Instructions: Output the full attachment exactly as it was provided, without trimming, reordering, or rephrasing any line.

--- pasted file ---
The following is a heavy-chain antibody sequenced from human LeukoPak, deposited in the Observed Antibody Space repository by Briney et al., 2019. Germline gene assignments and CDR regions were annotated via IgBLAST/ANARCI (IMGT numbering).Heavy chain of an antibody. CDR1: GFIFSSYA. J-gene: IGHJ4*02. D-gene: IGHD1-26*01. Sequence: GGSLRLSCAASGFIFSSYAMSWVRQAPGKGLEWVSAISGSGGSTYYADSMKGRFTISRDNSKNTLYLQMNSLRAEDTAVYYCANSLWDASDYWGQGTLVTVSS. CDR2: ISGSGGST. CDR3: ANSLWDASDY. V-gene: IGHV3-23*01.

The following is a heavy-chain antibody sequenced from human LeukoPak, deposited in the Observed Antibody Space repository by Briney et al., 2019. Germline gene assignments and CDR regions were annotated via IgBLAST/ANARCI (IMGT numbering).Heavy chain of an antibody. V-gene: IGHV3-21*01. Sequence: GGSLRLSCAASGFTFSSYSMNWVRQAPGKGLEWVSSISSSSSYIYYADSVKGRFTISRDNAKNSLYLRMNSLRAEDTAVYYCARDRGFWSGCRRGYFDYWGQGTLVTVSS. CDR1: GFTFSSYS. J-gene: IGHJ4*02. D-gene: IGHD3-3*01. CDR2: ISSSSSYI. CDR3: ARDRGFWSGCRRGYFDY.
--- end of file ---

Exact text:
The following is a heavy-chain antibody sequenced from human LeukoPak, deposited in the Observed Antibody Space repository by Briney et al., 2019. Germline gene assignments and CDR regions were annotated via IgBLAST/ANARCI (IMGT numbering).Heavy chain of an antibody. CDR1: GFIFSSYA. J-gene: IGHJ4*02. D-gene: IGHD1-26*01. Sequence: GGSLRLSCAASGFIFSSYAMSWVRQAPGKGLEWVSAISGSGGSTYYADSMKGRFTISRDNSKNTLYLQMNSLRAEDTAVYYCANSLWDASDYWGQGTLVTVSS. CDR2: ISGSGGST. CDR3: ANSLWDASDY. V-gene: IGHV3-23*01.

The following is a heavy-chain antibody sequenced from human LeukoPak, deposited in the Observed Antibody Space repository by Briney et al., 2019. Germline gene assignments and CDR regions were annotated via IgBLAST/ANARCI (IMGT numbering).Heavy chain of an antibody. V-gene: IGHV3-21*01. Sequence: GGSLRLSCAASGFTFSSYSMNWVRQAPGKGLEWVSSISSSSSYIYYADSVKGRFTISRDNAKNSLYLRMNSLRAEDTAVYYCARDRGFWSGCRRGYFDYWGQGTLVTVSS. CDR1: GFTFSSYS. J-gene: IGHJ4*02. D-gene: IGHD3-3*01. CDR2: ISSSSSYI. CDR3: ARDRGFWSGCRRGYFDY.